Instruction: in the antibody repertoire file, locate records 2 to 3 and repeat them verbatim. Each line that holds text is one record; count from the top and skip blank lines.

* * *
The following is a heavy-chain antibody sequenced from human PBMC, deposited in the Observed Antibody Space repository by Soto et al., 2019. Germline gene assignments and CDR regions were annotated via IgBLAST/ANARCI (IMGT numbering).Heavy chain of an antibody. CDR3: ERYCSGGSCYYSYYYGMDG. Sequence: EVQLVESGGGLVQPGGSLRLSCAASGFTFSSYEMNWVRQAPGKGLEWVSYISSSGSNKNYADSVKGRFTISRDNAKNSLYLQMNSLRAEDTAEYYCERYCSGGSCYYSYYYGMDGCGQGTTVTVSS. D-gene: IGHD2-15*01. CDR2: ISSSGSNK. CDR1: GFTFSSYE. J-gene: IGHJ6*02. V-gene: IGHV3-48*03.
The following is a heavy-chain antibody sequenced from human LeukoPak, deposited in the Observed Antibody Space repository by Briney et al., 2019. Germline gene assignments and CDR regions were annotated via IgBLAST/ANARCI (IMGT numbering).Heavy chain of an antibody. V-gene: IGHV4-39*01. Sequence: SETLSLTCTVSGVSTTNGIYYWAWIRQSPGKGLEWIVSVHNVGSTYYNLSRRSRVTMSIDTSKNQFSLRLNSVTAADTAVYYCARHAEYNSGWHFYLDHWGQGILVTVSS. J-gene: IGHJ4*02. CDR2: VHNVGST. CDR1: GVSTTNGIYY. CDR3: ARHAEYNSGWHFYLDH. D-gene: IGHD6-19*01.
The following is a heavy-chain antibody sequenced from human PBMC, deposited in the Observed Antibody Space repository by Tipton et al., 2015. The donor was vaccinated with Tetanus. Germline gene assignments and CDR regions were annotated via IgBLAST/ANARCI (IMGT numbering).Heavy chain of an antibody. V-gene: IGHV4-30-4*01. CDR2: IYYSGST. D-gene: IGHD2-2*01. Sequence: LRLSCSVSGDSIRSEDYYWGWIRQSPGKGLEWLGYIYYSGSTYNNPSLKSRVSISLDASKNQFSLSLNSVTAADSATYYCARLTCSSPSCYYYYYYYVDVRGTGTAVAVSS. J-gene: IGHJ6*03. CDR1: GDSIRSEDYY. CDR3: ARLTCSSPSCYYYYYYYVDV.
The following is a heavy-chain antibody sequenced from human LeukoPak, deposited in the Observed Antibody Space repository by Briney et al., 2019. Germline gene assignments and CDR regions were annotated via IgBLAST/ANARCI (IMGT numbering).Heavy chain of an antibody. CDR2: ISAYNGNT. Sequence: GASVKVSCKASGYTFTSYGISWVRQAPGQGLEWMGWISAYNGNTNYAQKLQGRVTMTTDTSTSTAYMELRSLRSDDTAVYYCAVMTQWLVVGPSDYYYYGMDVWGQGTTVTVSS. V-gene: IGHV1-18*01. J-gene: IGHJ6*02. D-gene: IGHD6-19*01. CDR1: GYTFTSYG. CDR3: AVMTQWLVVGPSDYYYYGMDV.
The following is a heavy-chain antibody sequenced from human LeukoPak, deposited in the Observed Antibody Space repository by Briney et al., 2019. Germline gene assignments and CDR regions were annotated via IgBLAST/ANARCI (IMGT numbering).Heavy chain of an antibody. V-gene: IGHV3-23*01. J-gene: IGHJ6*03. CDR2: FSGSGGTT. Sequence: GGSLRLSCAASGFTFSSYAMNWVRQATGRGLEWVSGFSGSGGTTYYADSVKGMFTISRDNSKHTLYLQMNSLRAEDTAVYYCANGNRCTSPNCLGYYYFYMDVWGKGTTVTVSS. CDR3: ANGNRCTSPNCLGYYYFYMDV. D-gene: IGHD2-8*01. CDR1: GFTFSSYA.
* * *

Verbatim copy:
The following is a heavy-chain antibody sequenced from human LeukoPak, deposited in the Observed Antibody Space repository by Briney et al., 2019. Germline gene assignments and CDR regions were annotated via IgBLAST/ANARCI (IMGT numbering).Heavy chain of an antibody. V-gene: IGHV4-39*01. Sequence: SETLSLTCTVSGVSTTNGIYYWAWIRQSPGKGLEWIVSVHNVGSTYYNLSRRSRVTMSIDTSKNQFSLRLNSVTAADTAVYYCARHAEYNSGWHFYLDHWGQGILVTVSS. J-gene: IGHJ4*02. CDR2: VHNVGST. CDR1: GVSTTNGIYY. CDR3: ARHAEYNSGWHFYLDH. D-gene: IGHD6-19*01.
The following is a heavy-chain antibody sequenced from human PBMC, deposited in the Observed Antibody Space repository by Tipton et al., 2015. The donor was vaccinated with Tetanus. Germline gene assignments and CDR regions were annotated via IgBLAST/ANARCI (IMGT numbering).Heavy chain of an antibody. V-gene: IGHV4-30-4*01. CDR2: IYYSGST. D-gene: IGHD2-2*01. Sequence: LRLSCSVSGDSIRSEDYYWGWIRQSPGKGLEWLGYIYYSGSTYNNPSLKSRVSISLDASKNQFSLSLNSVTAADSATYYCARLTCSSPSCYYYYYYYVDVRGTGTAVAVSS. J-gene: IGHJ6*03. CDR1: GDSIRSEDYY. CDR3: ARLTCSSPSCYYYYYYYVDV.